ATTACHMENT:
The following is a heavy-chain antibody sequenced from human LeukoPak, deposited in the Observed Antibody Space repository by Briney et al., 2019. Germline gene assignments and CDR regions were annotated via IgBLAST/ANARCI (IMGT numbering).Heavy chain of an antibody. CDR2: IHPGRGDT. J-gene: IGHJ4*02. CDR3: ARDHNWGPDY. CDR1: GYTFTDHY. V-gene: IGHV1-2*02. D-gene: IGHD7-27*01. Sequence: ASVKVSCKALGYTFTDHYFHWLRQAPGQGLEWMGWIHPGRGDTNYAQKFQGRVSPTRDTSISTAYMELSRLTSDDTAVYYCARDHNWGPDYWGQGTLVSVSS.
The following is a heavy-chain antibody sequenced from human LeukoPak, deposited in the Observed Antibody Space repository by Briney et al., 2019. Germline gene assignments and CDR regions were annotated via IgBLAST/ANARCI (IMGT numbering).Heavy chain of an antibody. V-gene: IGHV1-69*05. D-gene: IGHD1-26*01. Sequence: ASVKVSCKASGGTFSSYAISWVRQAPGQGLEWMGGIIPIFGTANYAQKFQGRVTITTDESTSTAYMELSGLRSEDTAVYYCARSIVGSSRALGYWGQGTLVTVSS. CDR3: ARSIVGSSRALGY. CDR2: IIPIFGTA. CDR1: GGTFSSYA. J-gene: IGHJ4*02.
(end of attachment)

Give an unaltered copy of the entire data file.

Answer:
The following is a heavy-chain antibody sequenced from human LeukoPak, deposited in the Observed Antibody Space repository by Briney et al., 2019. Germline gene assignments and CDR regions were annotated via IgBLAST/ANARCI (IMGT numbering).Heavy chain of an antibody. CDR2: IHPGRGDT. J-gene: IGHJ4*02. CDR3: ARDHNWGPDY. CDR1: GYTFTDHY. V-gene: IGHV1-2*02. D-gene: IGHD7-27*01. Sequence: ASVKVSCKALGYTFTDHYFHWLRQAPGQGLEWMGWIHPGRGDTNYAQKFQGRVSPTRDTSISTAYMELSRLTSDDTAVYYCARDHNWGPDYWGQGTLVSVSS.
The following is a heavy-chain antibody sequenced from human LeukoPak, deposited in the Observed Antibody Space repository by Briney et al., 2019. Germline gene assignments and CDR regions were annotated via IgBLAST/ANARCI (IMGT numbering).Heavy chain of an antibody. V-gene: IGHV1-69*05. D-gene: IGHD1-26*01. Sequence: ASVKVSCKASGGTFSSYAISWVRQAPGQGLEWMGGIIPIFGTANYAQKFQGRVTITTDESTSTAYMELSGLRSEDTAVYYCARSIVGSSRALGYWGQGTLVTVSS. CDR3: ARSIVGSSRALGY. CDR2: IIPIFGTA. CDR1: GGTFSSYA. J-gene: IGHJ4*02.